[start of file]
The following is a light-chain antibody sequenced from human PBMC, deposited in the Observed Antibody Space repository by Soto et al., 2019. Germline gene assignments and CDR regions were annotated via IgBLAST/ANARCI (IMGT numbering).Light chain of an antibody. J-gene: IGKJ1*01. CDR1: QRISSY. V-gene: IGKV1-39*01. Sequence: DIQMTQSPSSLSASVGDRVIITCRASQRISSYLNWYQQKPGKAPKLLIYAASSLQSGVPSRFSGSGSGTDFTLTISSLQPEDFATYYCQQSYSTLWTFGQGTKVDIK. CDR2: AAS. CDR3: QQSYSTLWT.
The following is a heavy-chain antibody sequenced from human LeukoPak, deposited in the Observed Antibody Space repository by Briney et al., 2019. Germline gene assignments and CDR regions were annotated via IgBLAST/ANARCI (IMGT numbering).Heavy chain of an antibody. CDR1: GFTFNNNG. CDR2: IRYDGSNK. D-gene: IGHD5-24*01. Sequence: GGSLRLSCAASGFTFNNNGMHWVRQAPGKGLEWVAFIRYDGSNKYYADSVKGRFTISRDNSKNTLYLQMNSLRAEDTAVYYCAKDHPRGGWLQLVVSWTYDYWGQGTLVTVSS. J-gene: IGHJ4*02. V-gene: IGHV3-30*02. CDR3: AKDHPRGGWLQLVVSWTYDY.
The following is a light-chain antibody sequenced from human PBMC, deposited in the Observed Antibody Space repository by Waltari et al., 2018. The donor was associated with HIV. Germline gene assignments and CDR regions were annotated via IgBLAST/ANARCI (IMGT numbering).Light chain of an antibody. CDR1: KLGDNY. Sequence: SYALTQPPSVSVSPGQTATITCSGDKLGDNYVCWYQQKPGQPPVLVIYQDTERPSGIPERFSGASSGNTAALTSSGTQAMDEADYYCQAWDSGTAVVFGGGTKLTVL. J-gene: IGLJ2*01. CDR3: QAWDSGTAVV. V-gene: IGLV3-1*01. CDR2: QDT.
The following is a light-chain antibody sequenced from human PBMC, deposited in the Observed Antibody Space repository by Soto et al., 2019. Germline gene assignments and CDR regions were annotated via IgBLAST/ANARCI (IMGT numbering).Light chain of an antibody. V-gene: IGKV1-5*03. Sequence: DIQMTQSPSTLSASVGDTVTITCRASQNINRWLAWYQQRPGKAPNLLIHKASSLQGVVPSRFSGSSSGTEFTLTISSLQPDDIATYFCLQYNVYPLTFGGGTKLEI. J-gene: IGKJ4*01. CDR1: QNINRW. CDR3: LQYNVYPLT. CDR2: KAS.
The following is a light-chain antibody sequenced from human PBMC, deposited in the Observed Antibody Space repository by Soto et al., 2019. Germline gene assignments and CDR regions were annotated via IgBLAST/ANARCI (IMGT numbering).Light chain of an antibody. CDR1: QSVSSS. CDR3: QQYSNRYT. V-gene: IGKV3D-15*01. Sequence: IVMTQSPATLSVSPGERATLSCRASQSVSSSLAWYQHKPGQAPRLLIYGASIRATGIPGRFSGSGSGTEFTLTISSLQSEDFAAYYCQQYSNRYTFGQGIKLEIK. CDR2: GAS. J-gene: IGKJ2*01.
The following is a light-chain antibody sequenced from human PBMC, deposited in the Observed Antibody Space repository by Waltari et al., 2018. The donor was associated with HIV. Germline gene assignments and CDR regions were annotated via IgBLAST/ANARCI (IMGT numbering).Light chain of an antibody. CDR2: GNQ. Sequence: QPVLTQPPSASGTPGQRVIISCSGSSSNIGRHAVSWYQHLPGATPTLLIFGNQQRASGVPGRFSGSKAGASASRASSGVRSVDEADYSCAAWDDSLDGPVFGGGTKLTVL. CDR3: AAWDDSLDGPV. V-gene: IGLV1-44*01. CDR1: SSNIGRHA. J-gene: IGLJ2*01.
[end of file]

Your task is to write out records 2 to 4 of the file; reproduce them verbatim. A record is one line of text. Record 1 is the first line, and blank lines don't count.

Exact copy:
The following is a heavy-chain antibody sequenced from human LeukoPak, deposited in the Observed Antibody Space repository by Briney et al., 2019. Germline gene assignments and CDR regions were annotated via IgBLAST/ANARCI (IMGT numbering).Heavy chain of an antibody. CDR1: GFTFNNNG. CDR2: IRYDGSNK. D-gene: IGHD5-24*01. Sequence: GGSLRLSCAASGFTFNNNGMHWVRQAPGKGLEWVAFIRYDGSNKYYADSVKGRFTISRDNSKNTLYLQMNSLRAEDTAVYYCAKDHPRGGWLQLVVSWTYDYWGQGTLVTVSS. J-gene: IGHJ4*02. V-gene: IGHV3-30*02. CDR3: AKDHPRGGWLQLVVSWTYDY.
The following is a light-chain antibody sequenced from human PBMC, deposited in the Observed Antibody Space repository by Waltari et al., 2018. The donor was associated with HIV. Germline gene assignments and CDR regions were annotated via IgBLAST/ANARCI (IMGT numbering).Light chain of an antibody. CDR1: KLGDNY. Sequence: SYALTQPPSVSVSPGQTATITCSGDKLGDNYVCWYQQKPGQPPVLVIYQDTERPSGIPERFSGASSGNTAALTSSGTQAMDEADYYCQAWDSGTAVVFGGGTKLTVL. J-gene: IGLJ2*01. CDR3: QAWDSGTAVV. V-gene: IGLV3-1*01. CDR2: QDT.
The following is a light-chain antibody sequenced from human PBMC, deposited in the Observed Antibody Space repository by Soto et al., 2019. Germline gene assignments and CDR regions were annotated via IgBLAST/ANARCI (IMGT numbering).Light chain of an antibody. V-gene: IGKV1-5*03. Sequence: DIQMTQSPSTLSASVGDTVTITCRASQNINRWLAWYQQRPGKAPNLLIHKASSLQGVVPSRFSGSSSGTEFTLTISSLQPDDIATYFCLQYNVYPLTFGGGTKLEI. J-gene: IGKJ4*01. CDR1: QNINRW. CDR3: LQYNVYPLT. CDR2: KAS.